The Straight Story of 'Gay Tony'S

Calling it "the straightest Grand Theft Auto ever," largely for effect, PopMatters' G. Christopher Williams says The Ballad of Gay Tony hews to some hetero-driven crime-novel representations of both sexualities, but in the end is about much deeper themes.

Warning, this discussion will contain spoilers of "The Ballad of Gay Tony," released Oct. 29.

"Club life is the central focus of The Ballad of Gay Tony, which brings us back to the sex act as a central concern of this version of GTA," Williams writes. "Gay" Tony Prince, not the player protagonist but certainly the game's "most crucial character," is the proprietor of two clubs, one gay and one straight, but it's the straight venue where the story is largely told.

But despite the game's title, and the dating/booty call mechanic of Luis' encounters with women in the club, where the story ends up is not about sex, homosexual or heterosexual, promiscuous or monogamous. It's in an "Oedipal drama" about two men coming to be a father and son, both men lacking the other family role model in their lives.

The Ballad of Gay Tony is the Straightest Grand Theft Auto Ever [PopMatters, Nov. 11.]

[...] Luis's promiscuity is complicated by his own background, which is as a son whose own father abandoned him. Curiously, this complication also connects him more closely to Tony. At several points over the course of the story, Luis suggests that Tony has been like a father to him, having been the one to get Luis employed and on the straight and narrow (or at least out of prison) after running afoul of the police in his younger days. Tony, too, mentions that Luis is like a son to him. Thus, the game is less than retrograde in presenting a rather daring and progressive version of a father-son story, one in which the "father" is a homosexual.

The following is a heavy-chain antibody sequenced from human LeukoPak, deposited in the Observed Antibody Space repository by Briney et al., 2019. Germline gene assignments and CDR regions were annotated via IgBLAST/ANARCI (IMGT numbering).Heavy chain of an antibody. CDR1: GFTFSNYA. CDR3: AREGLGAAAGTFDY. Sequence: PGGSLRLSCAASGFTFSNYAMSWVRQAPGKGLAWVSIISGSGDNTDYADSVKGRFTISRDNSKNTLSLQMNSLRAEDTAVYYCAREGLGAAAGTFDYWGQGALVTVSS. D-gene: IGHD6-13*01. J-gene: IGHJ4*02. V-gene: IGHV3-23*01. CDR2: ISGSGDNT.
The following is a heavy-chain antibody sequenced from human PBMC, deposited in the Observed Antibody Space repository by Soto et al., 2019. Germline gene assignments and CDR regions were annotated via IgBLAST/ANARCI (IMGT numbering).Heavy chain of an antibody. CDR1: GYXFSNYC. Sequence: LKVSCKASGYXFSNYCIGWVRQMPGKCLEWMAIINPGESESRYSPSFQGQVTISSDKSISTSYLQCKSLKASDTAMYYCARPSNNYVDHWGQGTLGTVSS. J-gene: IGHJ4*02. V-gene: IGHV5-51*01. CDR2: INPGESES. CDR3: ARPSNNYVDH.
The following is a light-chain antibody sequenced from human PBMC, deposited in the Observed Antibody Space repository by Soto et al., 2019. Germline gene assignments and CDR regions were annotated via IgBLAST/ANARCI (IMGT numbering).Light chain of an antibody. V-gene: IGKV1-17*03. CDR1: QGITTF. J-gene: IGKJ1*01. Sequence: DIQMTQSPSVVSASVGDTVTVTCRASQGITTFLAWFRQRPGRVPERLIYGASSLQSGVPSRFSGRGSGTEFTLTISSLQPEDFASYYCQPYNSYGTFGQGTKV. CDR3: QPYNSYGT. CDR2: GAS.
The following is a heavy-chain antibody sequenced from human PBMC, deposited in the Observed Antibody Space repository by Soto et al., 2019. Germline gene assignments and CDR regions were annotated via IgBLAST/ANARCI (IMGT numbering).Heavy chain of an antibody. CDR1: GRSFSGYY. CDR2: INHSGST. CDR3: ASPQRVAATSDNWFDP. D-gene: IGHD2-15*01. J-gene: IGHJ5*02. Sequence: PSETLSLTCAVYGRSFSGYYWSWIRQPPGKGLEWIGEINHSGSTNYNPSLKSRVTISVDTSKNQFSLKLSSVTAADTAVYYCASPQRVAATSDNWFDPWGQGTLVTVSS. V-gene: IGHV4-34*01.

The Oedipal drama that would normally ensue in such stories is inverted, though, perhaps as a result of Tony's homosexuality. Luis is not especially threatened by his "father's" power as neither one compete with one another over a mother or any woman for that matter. Freud would suggest that such competition is a necessary part of the psychology of becoming an adult. The symbolic act of killing the father becomes foundational for becoming a mature adult capable of taking on the authority of being a father himself. However, when faced with the dilemma of having to literally kill Tony near the climax of the game (which is a result of some mobsters needing the head of one of the two men because a diamond heist has put the two into bed with and in the cross-hairs of several criminal organizations), Luis chooses to save the man (as Tony did the younger Luis) rather than to destroy him and take his place (as the mobsters offer Luis the opportunity to do). Indeed, throughout The Ballad of Gay Tony, Luis spends much of his time caring for this adopted "father" whose addiction is leading to some really bad decision making on the part of the elder of the two men. This curious re-structuring of the Oedipal conflict with a homosexual and a heterosexual father and son removes conflict from their relationship altogether and offers instead a co-operative version of the relationship in which one man brings up and nurtures the other and then the other likewise returns the favor.

Thus, despite Rockstar's frequent employment of stereotyping ethnic and sexual identity for the sake of parody, The Ballad of Gay Tony actually becomes a rather different kind of discourse on the development of human beings and their relationships to one another because of (not in spite of) their differences. Social deviance becomes a means of uniting very different people rather than in dividing them from society. Instead, Tony and Luis manage to form the most fundamental of social units out of deviance, a family.

- G. Christopher Williams

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